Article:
Data gaps hamper monitoring of heavy metals that threaten Arctic communities
Some Alaskan soils harbor elevated concentrations of heavy metals that can harm human health, but critical data gaps impede understanding of exposure risks for Arctic communities. Clarice Perryman of the University of New Hampshire, Durham, and colleagues present these findings in the open-access journal PLOS ONE on June 3, 2020.
Many Arctic and sub-Arctic communities face heavy metal contamination of their food and water resulting from activities such as mining and drilling. As global temperatures rise, thawing of permafrost—frozen soils—could also release naturally occurring heavy metals into Arctic ecosystems, potentially intensifying health risks. However, the amount of toxic metals in Arctic soils and the risks they pose are unclear.
Perryman and colleagues set out to synthesize previously collected data in order to clarify soil metal concentrations across the Arctic, but were quickly stymied by a severe lack of publicly available data. Instead, they drew from the USGS Alaskan Geochemical Database to assess data on arsenic, chromium, mercury, nickel, and lead concentrations in over 1,000 soil samples collected in Alaskan soils.
Most of the available data were limited to southern and southwestern Alaska, where permafrost is patchy. Meanwhile data were severely lacking for permafrost-heavy regions in northern Alaska and the more heavily populated Interior. The data for southern and southwestern Alaska indicate that heavy metal concentrations in this region's soils are often at least twice as high as average levels for U.S. soils.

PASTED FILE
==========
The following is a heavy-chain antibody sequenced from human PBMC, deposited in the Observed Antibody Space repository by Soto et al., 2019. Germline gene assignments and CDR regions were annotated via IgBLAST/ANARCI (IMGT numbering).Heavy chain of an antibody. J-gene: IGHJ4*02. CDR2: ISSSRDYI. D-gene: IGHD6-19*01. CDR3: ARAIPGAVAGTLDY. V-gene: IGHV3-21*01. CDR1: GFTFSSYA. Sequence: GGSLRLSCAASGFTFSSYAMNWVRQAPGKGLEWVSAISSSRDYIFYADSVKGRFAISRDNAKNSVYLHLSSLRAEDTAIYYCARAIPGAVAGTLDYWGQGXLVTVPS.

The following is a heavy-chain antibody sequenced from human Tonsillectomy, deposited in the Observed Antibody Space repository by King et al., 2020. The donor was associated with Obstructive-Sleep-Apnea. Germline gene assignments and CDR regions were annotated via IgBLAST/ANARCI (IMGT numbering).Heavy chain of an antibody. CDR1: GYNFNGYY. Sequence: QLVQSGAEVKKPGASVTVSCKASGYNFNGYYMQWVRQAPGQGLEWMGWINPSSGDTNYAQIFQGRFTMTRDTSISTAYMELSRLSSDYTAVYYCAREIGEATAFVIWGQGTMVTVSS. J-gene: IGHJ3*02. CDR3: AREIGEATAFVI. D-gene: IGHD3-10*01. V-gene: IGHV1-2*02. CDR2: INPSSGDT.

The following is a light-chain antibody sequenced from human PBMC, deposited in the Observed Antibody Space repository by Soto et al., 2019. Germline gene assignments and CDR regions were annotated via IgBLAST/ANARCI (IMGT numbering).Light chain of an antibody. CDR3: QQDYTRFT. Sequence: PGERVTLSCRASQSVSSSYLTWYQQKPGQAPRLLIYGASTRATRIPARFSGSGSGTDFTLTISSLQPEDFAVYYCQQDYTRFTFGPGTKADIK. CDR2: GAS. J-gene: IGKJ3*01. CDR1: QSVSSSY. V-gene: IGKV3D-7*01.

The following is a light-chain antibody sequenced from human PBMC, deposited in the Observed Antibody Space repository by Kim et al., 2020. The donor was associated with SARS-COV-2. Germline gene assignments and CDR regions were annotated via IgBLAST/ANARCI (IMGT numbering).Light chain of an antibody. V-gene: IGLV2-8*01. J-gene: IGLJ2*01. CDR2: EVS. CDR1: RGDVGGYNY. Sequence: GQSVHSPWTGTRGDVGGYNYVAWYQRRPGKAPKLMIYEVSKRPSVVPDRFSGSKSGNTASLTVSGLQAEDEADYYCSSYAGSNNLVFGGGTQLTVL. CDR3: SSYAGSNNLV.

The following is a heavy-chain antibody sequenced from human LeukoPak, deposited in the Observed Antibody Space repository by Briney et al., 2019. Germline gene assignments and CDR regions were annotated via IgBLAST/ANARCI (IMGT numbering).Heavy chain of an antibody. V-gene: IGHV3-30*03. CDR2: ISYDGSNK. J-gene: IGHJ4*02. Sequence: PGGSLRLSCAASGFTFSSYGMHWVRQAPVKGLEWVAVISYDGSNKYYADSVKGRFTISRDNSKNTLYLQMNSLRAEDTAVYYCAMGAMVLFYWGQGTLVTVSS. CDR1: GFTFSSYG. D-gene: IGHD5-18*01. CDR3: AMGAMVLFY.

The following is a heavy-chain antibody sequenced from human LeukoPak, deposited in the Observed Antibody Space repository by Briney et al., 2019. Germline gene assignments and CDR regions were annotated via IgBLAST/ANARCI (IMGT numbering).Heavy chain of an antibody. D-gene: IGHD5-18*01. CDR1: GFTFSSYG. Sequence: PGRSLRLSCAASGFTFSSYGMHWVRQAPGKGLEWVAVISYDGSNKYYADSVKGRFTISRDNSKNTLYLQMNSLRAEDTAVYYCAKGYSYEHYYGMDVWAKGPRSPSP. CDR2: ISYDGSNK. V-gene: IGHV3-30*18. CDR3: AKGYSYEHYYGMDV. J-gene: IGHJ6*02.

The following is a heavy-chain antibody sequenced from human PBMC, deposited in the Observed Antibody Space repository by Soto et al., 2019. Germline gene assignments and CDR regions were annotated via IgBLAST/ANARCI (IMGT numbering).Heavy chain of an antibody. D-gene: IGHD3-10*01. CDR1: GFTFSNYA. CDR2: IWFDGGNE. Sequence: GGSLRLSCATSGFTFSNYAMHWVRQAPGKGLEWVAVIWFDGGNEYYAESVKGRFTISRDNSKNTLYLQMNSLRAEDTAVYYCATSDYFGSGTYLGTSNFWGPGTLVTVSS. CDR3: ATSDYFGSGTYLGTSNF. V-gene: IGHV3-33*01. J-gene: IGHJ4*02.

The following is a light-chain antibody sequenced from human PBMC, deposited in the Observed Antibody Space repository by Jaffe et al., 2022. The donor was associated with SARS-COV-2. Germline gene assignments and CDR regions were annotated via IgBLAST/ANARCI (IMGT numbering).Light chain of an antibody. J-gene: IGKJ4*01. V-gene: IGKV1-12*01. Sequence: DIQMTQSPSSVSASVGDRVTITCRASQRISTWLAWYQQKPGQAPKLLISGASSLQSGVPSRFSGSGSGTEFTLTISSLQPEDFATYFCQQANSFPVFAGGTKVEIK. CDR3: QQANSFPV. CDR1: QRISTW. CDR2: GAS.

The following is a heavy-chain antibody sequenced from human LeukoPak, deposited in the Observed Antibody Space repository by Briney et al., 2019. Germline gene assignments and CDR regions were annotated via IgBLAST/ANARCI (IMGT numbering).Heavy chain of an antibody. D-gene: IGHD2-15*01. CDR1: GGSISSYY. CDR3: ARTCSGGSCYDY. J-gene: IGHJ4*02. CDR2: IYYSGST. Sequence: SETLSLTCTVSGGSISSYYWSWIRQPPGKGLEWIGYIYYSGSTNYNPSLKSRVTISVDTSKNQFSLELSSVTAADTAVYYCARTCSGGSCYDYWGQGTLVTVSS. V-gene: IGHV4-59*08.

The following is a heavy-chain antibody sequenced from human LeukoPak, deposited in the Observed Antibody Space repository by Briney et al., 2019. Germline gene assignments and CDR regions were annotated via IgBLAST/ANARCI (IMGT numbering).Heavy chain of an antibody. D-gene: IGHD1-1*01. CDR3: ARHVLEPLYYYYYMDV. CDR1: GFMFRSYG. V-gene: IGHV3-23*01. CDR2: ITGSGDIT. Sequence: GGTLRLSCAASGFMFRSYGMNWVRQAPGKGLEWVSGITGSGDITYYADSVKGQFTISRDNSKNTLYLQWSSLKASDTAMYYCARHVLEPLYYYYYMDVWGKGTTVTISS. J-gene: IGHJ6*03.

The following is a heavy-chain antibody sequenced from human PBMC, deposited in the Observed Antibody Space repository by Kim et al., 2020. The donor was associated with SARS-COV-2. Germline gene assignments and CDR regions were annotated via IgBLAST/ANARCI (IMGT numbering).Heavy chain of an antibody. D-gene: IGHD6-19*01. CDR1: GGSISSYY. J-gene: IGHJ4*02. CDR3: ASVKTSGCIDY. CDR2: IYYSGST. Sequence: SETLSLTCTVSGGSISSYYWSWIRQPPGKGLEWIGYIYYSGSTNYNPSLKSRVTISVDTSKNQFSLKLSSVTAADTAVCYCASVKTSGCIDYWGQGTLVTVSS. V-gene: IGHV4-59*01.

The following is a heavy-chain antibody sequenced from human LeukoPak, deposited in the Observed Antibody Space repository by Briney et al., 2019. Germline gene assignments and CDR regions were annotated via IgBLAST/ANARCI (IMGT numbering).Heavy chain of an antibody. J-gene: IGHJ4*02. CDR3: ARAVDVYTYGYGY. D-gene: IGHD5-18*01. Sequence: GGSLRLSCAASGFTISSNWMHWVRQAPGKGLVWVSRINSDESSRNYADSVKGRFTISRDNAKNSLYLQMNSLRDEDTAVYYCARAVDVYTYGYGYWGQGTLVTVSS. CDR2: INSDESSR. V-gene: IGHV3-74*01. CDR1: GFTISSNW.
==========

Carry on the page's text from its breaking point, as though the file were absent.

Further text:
Heavy metals can cause cancer, neurological damage, kidney damage, and other health problems. The elevated levels seen in this study highlight a need for additional data to clarify how thawing permafrost could impact the health of communities across the Arctic. In particular, the authors note, further sampling is needed near human populations, in permafrost-heavy regions, and at greater soil depths.
The authors add: "Collecting more data on the amount of heavy metals stored in permafrost is critical—but equally important is making sure these data are accessible to researchers, decision makers, and communities in order to help Arctic communities prepare and be resilient to the many effects of permafrost thaw."